xii OVERVIEW

Our treatment of Voronoi’s theory is presented in a way such that it can be

generalized naturally from a lattice theory to a theory for m-periodic point sets.

As lattices can be viewed as linear images of

Zd

in

Rd,

m-periodic sets are linear

images of a standard periodic set

(0.1)

m

i=1

ti +

Zd

with ti ∈

Rd.

In Section 3.2, we introduce a new parameter space

Sd,m

0

to deal with m-periodic

sets in Rd up to isometries. We introduce generalized Ryshkov sets, on which

determinant minimization yields the densest m-periodic sphere packings.

In Section 3.3 we analyze local optima (m-extreme periodic sets) of the packing

density in

Sd,m.

0

We obtain necessary and suﬃcient conditions. It turns out that

our framework provides a new explanation for a previously by Conway and Sloane

observed phenomenon; namely for the existence of uncountably many 9-dimensional

2-periodic sphere packings (fluid diamond packings) which are as dense as the

densest known lattice sphere packing. We investigate the possibility of improving

the densest lattices (represented as points in

Sd,m)

0

locally, to obtain a periodic

non-lattice set with larger packing density. We show that this is not possible (see

Corollary 3.18). More generally, we show in Theorem 3.17 that a perfect, strongly

eutactic lattice is periodic extreme, that is, it cannot locally be improved to a denser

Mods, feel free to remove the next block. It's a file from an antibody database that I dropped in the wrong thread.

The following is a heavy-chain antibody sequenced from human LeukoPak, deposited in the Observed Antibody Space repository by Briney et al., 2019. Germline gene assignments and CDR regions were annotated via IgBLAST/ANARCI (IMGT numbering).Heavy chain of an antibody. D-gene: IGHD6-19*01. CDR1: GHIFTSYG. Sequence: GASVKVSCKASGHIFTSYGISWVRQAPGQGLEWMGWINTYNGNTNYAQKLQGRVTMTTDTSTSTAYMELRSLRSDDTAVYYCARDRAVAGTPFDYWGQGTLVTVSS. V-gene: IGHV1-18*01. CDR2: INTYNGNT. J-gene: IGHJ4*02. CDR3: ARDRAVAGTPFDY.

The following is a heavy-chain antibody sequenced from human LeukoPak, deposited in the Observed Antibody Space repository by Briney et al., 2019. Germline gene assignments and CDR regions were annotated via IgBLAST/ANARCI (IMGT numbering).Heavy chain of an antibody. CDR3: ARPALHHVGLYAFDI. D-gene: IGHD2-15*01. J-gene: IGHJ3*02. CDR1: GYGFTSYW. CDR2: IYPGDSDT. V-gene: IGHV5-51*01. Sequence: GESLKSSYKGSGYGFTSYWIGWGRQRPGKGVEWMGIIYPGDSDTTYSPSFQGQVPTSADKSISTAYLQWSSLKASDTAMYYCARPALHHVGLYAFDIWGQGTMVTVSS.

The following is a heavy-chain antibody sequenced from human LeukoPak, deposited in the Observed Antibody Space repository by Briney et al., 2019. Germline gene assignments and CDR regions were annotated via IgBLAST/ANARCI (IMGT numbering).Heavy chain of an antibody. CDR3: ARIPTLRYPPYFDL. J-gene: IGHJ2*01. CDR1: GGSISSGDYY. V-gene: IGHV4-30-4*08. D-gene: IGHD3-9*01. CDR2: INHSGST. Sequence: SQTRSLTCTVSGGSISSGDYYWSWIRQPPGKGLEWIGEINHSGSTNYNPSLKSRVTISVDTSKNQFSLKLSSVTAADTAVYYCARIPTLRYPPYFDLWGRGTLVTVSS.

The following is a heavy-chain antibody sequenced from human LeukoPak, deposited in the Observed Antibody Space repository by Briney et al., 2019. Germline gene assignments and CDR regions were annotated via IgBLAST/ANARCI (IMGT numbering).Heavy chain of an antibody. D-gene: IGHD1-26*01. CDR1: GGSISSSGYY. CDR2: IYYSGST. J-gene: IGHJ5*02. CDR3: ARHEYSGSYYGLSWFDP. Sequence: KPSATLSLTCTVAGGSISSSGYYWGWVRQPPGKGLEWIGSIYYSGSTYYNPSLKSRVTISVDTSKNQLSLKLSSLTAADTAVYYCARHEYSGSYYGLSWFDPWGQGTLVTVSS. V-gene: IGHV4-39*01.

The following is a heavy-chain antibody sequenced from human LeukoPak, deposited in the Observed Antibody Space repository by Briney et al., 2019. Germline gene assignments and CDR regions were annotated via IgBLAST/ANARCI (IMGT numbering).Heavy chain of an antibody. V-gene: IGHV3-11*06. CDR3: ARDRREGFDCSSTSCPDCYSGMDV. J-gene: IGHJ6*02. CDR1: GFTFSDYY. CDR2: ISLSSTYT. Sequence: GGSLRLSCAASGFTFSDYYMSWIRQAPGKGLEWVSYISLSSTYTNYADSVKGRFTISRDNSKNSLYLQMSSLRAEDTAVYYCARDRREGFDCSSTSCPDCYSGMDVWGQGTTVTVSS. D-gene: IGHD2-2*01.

periodic point set.

In Section 3.4 we give extensions of Voronoi’s algorithm, hereby laying the the-

oretical foundations for systematic, computer assisted searches for dense periodic

sphere packings. We develop a “t-theory” which enables us to find local sphere pack-

ing optima (t-extreme sets) among all t-periodic point sets. These are linear images

of a standard periodic set (0.1) with a fixed translational part t = (t1, . . . , tm). For

the case of a rational matrix t we show in Theorem 3.23, in analogy to the classical

theory, that there exist only finitely many t-extreme sets. These can be enumerated

by a generalized Voronoi algorithm. On top of the t-theory, we extend the theory

of G-perfect and T -perfect lattices (where G is a finite subgroup of the orthogonal

group and T is a linear subspace in the space of quadratic forms).

This allows us to restrict searches for dense t-periodic sphere packings to ones

with specific features, for example with a fixed finite symmetry group. For rational

t and a finite subgroup of the orthogonal group (leaving (0.1) invariant) we show

in Theorem 3.25 that there exist only finitely many local optima among sphere

packings with the corresponding properties. This generalizes works of Berg´ e, Mar-

tinet, Sigrist and others. Our proof relies on a general observation (Lemma 3.26)

regarding group actions on polyhedral subdivisions. The section ends with three

examples of the G-theory, describing new results for Eisenstein, Gaussian and Hur-

witz quaternionic lattices.

Chapter 4: Voronoi’s second reduction theory. In the fourth chapter we

generalize Voronoi’s second reduction theory which is based on Delone polyhedra

and Delone subdivisions of lattices. In Section 4.1 we first give the necessary defini-

tions, some background and we explain Voronoi’s theory on secondary cones (also

called L-type domains). We give a simplified and generalized proof for Voronoi’s

theory in Section 4.2. Theorem 4.7 extends Voronoi’s theory to a “t-theory” for

Delone subdivisions having a standard periodic vertex-set (0.1). For rational t we